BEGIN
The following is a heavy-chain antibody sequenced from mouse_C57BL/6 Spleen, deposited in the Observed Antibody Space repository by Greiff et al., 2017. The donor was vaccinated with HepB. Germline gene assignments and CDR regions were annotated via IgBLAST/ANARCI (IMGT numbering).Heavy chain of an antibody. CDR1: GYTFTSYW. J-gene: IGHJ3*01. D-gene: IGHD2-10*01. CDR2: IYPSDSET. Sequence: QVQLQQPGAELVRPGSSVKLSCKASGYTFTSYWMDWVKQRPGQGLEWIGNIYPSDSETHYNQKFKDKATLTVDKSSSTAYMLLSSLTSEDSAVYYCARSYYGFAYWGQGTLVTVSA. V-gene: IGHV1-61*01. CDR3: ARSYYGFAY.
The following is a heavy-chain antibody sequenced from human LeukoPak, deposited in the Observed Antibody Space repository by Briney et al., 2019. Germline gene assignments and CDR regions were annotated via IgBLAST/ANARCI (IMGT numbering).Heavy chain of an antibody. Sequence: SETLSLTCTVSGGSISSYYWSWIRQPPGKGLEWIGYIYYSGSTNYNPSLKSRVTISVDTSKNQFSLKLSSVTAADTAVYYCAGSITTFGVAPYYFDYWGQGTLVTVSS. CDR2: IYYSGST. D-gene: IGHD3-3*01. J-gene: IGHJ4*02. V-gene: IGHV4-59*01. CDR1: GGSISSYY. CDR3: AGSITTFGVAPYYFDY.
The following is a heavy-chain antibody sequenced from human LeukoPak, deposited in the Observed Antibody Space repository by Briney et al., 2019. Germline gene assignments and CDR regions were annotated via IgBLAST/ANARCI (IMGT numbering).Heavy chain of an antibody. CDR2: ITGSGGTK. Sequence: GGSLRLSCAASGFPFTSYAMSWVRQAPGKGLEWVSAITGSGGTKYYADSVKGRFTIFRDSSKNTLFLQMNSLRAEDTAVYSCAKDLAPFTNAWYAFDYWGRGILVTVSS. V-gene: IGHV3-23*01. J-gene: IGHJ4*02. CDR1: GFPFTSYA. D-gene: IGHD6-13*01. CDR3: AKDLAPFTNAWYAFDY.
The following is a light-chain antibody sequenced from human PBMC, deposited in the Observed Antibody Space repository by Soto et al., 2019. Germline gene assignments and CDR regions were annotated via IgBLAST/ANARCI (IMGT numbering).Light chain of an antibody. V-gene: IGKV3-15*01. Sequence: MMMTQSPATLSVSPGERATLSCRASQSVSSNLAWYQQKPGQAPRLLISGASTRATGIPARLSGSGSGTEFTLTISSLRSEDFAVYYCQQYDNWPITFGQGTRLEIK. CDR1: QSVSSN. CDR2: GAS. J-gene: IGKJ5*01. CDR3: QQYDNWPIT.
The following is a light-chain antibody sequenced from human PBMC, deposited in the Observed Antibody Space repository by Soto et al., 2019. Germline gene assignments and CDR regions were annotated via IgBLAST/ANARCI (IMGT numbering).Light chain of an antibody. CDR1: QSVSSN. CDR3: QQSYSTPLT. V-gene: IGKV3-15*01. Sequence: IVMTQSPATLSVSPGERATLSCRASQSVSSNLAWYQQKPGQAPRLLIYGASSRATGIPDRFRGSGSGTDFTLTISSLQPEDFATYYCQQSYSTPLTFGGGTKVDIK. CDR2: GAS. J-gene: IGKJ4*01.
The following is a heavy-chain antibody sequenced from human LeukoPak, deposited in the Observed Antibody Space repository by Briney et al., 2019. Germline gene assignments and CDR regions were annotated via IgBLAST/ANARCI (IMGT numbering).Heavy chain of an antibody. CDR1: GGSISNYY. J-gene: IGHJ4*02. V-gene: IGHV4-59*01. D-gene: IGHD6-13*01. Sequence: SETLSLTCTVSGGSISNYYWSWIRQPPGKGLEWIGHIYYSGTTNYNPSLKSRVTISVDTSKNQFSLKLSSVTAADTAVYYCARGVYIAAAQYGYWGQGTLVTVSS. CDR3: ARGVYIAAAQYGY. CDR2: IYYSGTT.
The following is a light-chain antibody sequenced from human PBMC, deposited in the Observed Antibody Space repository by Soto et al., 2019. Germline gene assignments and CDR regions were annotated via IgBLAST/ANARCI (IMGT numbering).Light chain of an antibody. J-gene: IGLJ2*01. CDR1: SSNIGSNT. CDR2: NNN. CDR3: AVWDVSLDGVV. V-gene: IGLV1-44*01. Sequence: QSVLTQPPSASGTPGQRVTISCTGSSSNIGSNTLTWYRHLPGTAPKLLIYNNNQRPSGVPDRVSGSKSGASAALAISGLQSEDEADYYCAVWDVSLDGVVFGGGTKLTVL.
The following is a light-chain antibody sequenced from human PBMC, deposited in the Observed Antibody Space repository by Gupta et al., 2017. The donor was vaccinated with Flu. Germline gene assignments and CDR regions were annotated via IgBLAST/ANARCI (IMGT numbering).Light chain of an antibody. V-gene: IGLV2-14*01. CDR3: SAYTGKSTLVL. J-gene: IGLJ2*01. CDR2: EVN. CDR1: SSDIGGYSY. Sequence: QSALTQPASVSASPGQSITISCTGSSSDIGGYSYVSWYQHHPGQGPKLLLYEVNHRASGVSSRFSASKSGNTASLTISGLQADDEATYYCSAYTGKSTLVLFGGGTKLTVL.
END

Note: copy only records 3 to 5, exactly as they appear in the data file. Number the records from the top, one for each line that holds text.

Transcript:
The following is a heavy-chain antibody sequenced from human LeukoPak, deposited in the Observed Antibody Space repository by Briney et al., 2019. Germline gene assignments and CDR regions were annotated via IgBLAST/ANARCI (IMGT numbering).Heavy chain of an antibody. CDR2: ITGSGGTK. Sequence: GGSLRLSCAASGFPFTSYAMSWVRQAPGKGLEWVSAITGSGGTKYYADSVKGRFTIFRDSSKNTLFLQMNSLRAEDTAVYSCAKDLAPFTNAWYAFDYWGRGILVTVSS. V-gene: IGHV3-23*01. J-gene: IGHJ4*02. CDR1: GFPFTSYA. D-gene: IGHD6-13*01. CDR3: AKDLAPFTNAWYAFDY.
The following is a light-chain antibody sequenced from human PBMC, deposited in the Observed Antibody Space repository by Soto et al., 2019. Germline gene assignments and CDR regions were annotated via IgBLAST/ANARCI (IMGT numbering).Light chain of an antibody. V-gene: IGKV3-15*01. Sequence: MMMTQSPATLSVSPGERATLSCRASQSVSSNLAWYQQKPGQAPRLLISGASTRATGIPARLSGSGSGTEFTLTISSLRSEDFAVYYCQQYDNWPITFGQGTRLEIK. CDR1: QSVSSN. CDR2: GAS. J-gene: IGKJ5*01. CDR3: QQYDNWPIT.
The following is a light-chain antibody sequenced from human PBMC, deposited in the Observed Antibody Space repository by Soto et al., 2019. Germline gene assignments and CDR regions were annotated via IgBLAST/ANARCI (IMGT numbering).Light chain of an antibody. CDR1: QSVSSN. CDR3: QQSYSTPLT. V-gene: IGKV3-15*01. Sequence: IVMTQSPATLSVSPGERATLSCRASQSVSSNLAWYQQKPGQAPRLLIYGASSRATGIPDRFRGSGSGTDFTLTISSLQPEDFATYYCQQSYSTPLTFGGGTKVDIK. CDR2: GAS. J-gene: IGKJ4*01.